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Marder III
MarderIII.jpg
Marder III Ausf.M
Type Tank destroyer
Place of origin  Nazi Germany
Service history
In service 1942 to 1945
Used by Nazi Germany
Wars World War II
Production history
Designed 1942
Produced 1942 to 1944
Specifications
Weight 10,670 kg (23,523 lbs)
Length 4.65 m (15.25 ft)
Width 2.35 m (7.70 ft)
Height 2.48 m (8.13 ft)
Crew 4

Primary
armament
7.62 cm PaK 36(r) or 7.5 cm PaK 40

The Marder III is the name for a series of World War II German tank destroyers built on the chassis of the Panzer 38(t). German word "Marder" means "marten" in English. They were in production from 1942 to 1944 and served on all fronts until the end of the war.

Contents

History

Even in the early stages of Operation Barbarossa, the Wehrmacht already felt the need for a more mobile and more powerful anti-tank solution than the existing towed anti-tank guns or tank destroyers like the Panzerjäger I. This need became urgent in June 1941, with the appearance of the new Soviet tanks like the T-34 and KV-1.

As an interim solution, it was decided to use captured French vehicles like the Lorraine (Marder I), obsolete tanks such as German Panzer II (Marder II), and Czech-supplied 38(t) (Marder III) as the base for makeshift tank destroyers. The result was the Marder series, which were armed with either captured Soviet 76.2mm F-22 Model 1936 divisional field guns, or 75 mm PaK 40 anti-tank guns. Due to weight and space constraints of these small chassis, Marder series were not fully armored. Weak armor protection was provided only for the front and sides. All Marder series had open tops. Some were issued with canvas tops to protect the crew from the elements.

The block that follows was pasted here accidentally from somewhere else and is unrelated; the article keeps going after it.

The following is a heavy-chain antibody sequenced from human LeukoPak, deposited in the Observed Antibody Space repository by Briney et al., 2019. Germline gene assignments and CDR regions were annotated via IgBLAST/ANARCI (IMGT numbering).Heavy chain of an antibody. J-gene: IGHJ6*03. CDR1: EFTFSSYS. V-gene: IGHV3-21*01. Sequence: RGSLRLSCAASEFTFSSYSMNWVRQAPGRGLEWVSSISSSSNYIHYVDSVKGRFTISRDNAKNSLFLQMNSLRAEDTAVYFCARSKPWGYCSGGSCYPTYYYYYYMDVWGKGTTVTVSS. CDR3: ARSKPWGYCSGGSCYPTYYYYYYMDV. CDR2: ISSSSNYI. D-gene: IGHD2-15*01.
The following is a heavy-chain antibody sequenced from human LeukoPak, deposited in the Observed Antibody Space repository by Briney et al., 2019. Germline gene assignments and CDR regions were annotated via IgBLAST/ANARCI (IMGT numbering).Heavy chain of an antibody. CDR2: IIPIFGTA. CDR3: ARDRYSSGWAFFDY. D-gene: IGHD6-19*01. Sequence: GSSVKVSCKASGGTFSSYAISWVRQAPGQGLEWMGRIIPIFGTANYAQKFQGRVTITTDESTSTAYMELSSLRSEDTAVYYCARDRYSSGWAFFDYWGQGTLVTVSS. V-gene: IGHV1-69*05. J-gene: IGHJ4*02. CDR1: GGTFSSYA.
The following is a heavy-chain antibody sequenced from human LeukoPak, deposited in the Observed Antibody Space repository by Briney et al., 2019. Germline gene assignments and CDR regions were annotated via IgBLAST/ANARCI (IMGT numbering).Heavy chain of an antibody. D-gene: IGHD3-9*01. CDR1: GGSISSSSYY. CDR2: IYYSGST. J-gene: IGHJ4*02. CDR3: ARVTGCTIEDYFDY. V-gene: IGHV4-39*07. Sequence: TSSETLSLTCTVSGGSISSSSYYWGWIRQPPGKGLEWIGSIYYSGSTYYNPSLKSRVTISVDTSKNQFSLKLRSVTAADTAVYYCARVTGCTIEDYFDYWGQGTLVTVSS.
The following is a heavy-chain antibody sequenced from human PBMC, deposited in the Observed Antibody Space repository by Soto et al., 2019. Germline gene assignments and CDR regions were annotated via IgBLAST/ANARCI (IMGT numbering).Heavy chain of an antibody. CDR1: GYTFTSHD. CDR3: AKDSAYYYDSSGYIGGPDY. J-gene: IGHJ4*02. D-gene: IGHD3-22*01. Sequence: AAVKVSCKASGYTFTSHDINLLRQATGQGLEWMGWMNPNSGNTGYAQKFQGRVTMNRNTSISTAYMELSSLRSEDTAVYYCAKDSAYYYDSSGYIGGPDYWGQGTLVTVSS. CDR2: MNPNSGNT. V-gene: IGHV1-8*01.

From early 1944, fully armored vehicles such as the Hetzer, StuG III, StuG IV, Jagdpanzer IV, Elefant, Jagdpanther and Jagdtiger increasingly took over the role of tank destroyers and the weakly armored Marder series were phased out of production, however, they served until the end of the conflict.

Development

Marder III (Sd.Kfz.139) on display at the US Army Ordnance Museum in Aberdeen
Marder III Ausf.H (Sd.Kfz.138) on display at the Sinsheim Auto & Technik Museum in Germany
Marder III Ausf.M on display at the Musée des Blindés at Saumur
Marder III on display at Victory Park in Moscow, 2004.

Marder III, Sd.Kfz. 139

While the Panzer 38(t) had largely become obsolete as a tank in early 1942, it was still an excellent platform for adaptation into a tank destroyer, among other roles. Since the Soviet 76.2 mm field gun was captured in large quantities, the decision was made to mate this gun to the Panzer 38(t).

To do so, the turret and upper superstructure of the Panzer 38 were removed and a new superstructure was bolted on to the chassis. The upper structure mounted the gun and an extended gun shield, giving very limited protection for the commander and the loader. Armour protection overall ranged from 10 to 50 mm. The gun, commander and loader were located on top of the engine deck. It had higher silhouette than Panzer 38, which made it more vulnerable to enemy fire.

The now-called 7.62 cm PaK 36(r) was rechambered to be able to use standard German 75 mm ammunition, of which 30 rounds could be carried inside the vehicle. Apart from the main gun, there was a 7.92 mm machine gun mounted in the hull.

This tank destroyer was put into production as the Panzerjäger 38(t) für 7.62 cm PaK 36(r), Sd.Kfz. 139. A total of 363 of this Marder III variant were built from April 1942 to 1943.

Marder III Ausf.H, Sd.Kfz. 138